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Posted on 10/11/2019 22:16 PM (CNA Daily News - Americas)
Fredericton, Canada, Oct 11, 2019 / 02:16 pm (CNA).- Clinic 554, the only private abortion clinic in the Canadian province of New Brunswick, is closing because of financial instability, its director announced Thursday.
The Fredericton clinic is a family practice that, according to its website, believes “patients have a right to self-affirming services. We are committed to sex-positive, gender-celebratory care, anti-racist and feminist practices, and full-scope reproductive care, including abortions.”
The clinic notes that “the breadth of services offered by our family practice includes all scopes of medicine, from pediatrics to geriatrics with a focus on reproductive, trans*, LGBT/Queer, and HIV care.”
Clinic 554’s medical director is Dr. Adrian Edgar.
In an Oct. 10 statement Edgar said the clinic is closing because “the province of New Brunswick unilaterally refuses to allow Medicare to cover the cost of a patient who sees me for an abortion procedure.”
“The province either offloads that fee onto the patient or myself and our loving team of nurses and allied providers … As a direct result, it is financially unsustainable for us to keep our doors open, and the clinic has been placed for sale.”
Bruce Macfarlane, spokesperson for the province’s health department, said that “abortions are available in publicly-funded hospitals” in the province. “The Department of Health, in accordance with the Canada Health Act, does not fund private healthcare services.”
Abortions are covered by the provincial government at two hospitals in Moncton, and one in Bathurst.
New Brunswick is governed by the center-right Progressive-Conservative Party.
Posted on 10/11/2019 06:00 AM (Archdiocese of New York)
Posted on 10/11/2019 05:01 AM (CNA Daily News - Americas)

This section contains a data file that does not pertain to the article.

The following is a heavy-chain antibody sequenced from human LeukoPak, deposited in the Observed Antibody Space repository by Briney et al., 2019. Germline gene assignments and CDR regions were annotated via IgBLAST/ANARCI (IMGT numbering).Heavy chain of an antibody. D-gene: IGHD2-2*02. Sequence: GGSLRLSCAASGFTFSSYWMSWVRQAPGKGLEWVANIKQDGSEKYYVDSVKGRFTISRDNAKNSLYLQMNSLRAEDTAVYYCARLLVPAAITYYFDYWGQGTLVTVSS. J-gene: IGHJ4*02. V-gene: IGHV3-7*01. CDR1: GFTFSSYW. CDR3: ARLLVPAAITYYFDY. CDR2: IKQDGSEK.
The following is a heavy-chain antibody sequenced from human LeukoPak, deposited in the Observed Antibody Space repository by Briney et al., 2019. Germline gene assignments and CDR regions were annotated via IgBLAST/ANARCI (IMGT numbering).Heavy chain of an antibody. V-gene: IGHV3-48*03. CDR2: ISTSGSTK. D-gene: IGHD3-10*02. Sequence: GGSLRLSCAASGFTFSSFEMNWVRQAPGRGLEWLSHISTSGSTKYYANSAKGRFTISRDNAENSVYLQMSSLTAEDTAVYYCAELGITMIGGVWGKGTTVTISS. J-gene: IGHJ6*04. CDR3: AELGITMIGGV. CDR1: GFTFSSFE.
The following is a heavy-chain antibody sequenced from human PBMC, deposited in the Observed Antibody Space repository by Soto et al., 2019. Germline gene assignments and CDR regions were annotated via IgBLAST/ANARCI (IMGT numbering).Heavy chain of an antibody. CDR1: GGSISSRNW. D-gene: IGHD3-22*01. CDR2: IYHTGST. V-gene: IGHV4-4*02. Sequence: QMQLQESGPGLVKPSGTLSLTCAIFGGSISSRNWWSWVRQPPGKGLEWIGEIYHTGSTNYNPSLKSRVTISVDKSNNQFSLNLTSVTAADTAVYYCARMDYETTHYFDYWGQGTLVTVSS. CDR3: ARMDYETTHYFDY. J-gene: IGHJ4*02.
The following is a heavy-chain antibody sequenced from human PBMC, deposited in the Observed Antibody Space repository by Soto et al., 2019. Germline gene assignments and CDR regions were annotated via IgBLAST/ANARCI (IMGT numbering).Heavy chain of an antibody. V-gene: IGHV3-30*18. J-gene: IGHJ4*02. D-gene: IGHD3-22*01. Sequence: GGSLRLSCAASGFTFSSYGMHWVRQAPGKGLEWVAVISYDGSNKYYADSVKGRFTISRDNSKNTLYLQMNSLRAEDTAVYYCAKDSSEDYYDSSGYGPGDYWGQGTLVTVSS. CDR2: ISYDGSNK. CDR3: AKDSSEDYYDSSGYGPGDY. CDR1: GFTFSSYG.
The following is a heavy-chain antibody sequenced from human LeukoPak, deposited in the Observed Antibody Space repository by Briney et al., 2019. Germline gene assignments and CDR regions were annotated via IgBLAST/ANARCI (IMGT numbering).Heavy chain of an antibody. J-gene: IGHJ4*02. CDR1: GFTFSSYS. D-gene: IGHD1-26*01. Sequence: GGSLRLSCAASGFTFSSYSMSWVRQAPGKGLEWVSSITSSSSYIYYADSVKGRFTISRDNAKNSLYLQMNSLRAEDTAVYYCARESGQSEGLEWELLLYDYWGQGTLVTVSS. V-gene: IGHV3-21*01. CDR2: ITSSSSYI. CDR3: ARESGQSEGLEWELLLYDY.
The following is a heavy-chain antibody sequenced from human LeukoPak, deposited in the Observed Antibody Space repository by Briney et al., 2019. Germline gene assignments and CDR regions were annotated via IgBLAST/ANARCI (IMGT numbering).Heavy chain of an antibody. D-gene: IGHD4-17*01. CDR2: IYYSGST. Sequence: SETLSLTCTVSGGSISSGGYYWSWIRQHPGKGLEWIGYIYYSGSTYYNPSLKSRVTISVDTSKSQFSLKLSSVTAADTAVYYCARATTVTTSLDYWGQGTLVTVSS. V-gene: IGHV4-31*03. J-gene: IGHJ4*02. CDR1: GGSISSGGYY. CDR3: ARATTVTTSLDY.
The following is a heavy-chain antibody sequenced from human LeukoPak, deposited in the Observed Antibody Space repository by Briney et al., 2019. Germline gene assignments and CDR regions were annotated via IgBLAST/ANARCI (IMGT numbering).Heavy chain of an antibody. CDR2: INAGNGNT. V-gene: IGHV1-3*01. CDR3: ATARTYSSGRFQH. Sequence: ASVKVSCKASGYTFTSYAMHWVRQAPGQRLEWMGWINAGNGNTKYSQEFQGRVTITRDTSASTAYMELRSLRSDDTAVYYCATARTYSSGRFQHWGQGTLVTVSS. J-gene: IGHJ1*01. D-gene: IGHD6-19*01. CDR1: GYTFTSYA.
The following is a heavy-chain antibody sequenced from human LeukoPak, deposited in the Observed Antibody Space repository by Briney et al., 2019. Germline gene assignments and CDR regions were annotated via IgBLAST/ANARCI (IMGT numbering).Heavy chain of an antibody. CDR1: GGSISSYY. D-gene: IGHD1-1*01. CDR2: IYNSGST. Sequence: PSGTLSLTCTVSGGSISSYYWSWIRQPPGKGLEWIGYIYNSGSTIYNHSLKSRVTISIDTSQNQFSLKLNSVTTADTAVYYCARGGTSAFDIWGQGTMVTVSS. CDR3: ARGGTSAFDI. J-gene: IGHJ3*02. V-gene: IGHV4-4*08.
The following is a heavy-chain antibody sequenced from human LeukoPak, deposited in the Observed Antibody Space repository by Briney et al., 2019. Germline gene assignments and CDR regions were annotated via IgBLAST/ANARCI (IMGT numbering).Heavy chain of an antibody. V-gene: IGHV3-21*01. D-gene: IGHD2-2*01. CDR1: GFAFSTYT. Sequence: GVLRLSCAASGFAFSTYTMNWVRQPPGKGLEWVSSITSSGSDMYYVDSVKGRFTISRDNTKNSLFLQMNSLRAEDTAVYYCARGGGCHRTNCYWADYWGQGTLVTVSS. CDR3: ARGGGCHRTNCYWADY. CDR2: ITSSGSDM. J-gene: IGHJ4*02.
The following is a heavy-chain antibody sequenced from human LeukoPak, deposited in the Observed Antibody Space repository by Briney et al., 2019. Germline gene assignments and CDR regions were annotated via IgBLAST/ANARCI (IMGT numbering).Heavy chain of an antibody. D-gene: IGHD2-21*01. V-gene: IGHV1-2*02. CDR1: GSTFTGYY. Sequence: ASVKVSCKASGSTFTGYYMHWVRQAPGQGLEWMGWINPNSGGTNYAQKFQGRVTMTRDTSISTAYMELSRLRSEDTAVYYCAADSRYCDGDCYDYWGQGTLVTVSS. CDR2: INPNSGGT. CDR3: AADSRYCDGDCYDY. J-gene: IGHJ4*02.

Ciudad Juarez, Mexico, Oct 10, 2019 / 09:01 pm (CNA).- Following an August announcement from the Knights of Columbus that the group would commit at least $250,000 to aid migrants at the US-Mexico border, the fraternal organization’s Texas leaders are announcing a joint effort with a Mexican council to aid migrants south of the border.
A caravan of Knights of Columbus from both Texas and Mexico arrived Oct. 5 at Casa del Migrante, an aid facility in Ciudad Juarez, delivering a truckload of supplies valued at $61,000, according to Terry Simonton, the Knights’ Supreme Director for Texas.
The supplies for the Juarez diocese-run facility included medicine, food, water, diapers, and shoes, he said. The over 40 Knight-volunteers were joined by Bishop José Guadalupe Torres-Campos of Ciudad Juarez and Bishop Mark Seitz of El Paso.
The Knights in El Paso were already providing supplies, cooking meals, and paying for a rented shower for migrants in the city. In May, the Knights' Diocesan Deputy for El Paso sent a request for additional funds which made its way to Simonton, who talked it over and realized that the Supreme Council in Connecticut would have to help.
"[The El Paso Knights] were renting the showers and they were getting donations to cover that expense— and renting those showers was $1,500 a day," Simonton, a former state deputy in Texas, explained to CNA.
"It was the kind of shower that sits on a trailer, and it was $1,500 a day. So the more we looked into it, it said they were asking for $9,000 to purchase their own portable heated showers. And that would accommodate probably 60 showers per day...it just made sense to purchase the showers."
Simonton asked the Supreme Council to cover half the cost.
"They liked the idea, but when it got to the table, and the Supreme Knight, Carl Anderson, said 'Yes we need to help, but we must do more.' And that's when Carl Anderson started the initiative to help out Southern border. Without his vision, this would have never happened."